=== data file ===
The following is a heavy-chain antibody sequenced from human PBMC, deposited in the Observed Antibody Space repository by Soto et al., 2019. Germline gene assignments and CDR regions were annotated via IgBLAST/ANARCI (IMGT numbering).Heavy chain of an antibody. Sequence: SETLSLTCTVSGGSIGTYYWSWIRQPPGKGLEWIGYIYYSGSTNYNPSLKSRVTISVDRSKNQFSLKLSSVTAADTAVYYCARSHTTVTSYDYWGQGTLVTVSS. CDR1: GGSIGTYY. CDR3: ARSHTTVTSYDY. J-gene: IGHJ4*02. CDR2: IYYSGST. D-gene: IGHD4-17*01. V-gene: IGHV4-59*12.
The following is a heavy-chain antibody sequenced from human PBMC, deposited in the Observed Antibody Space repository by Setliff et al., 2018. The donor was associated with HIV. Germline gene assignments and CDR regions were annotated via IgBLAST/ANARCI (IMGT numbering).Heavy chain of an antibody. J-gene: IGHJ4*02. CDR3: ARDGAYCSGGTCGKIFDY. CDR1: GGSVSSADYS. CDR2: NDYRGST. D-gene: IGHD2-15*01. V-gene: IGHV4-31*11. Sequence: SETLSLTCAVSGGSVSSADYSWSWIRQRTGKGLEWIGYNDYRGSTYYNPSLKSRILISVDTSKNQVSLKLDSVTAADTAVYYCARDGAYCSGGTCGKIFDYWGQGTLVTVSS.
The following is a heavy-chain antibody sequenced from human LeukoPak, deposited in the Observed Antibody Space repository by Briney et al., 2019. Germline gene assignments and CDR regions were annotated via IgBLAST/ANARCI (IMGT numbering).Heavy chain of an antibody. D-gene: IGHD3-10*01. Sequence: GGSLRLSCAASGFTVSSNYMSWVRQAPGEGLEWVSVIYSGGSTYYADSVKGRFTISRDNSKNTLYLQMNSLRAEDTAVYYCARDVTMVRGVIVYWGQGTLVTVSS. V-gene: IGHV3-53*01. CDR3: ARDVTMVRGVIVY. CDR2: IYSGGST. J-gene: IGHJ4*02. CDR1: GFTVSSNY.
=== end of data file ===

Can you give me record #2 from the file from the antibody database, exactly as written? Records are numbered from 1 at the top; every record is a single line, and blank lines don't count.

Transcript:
The following is a heavy-chain antibody sequenced from human PBMC, deposited in the Observed Antibody Space repository by Setliff et al., 2018. The donor was associated with HIV. Germline gene assignments and CDR regions were annotated via IgBLAST/ANARCI (IMGT numbering).Heavy chain of an antibody. J-gene: IGHJ4*02. CDR3: ARDGAYCSGGTCGKIFDY. CDR1: GGSVSSADYS. CDR2: NDYRGST. D-gene: IGHD2-15*01. V-gene: IGHV4-31*11. Sequence: SETLSLTCAVSGGSVSSADYSWSWIRQRTGKGLEWIGYNDYRGSTYYNPSLKSRILISVDTSKNQVSLKLDSVTAADTAVYYCARDGAYCSGGTCGKIFDYWGQGTLVTVSS.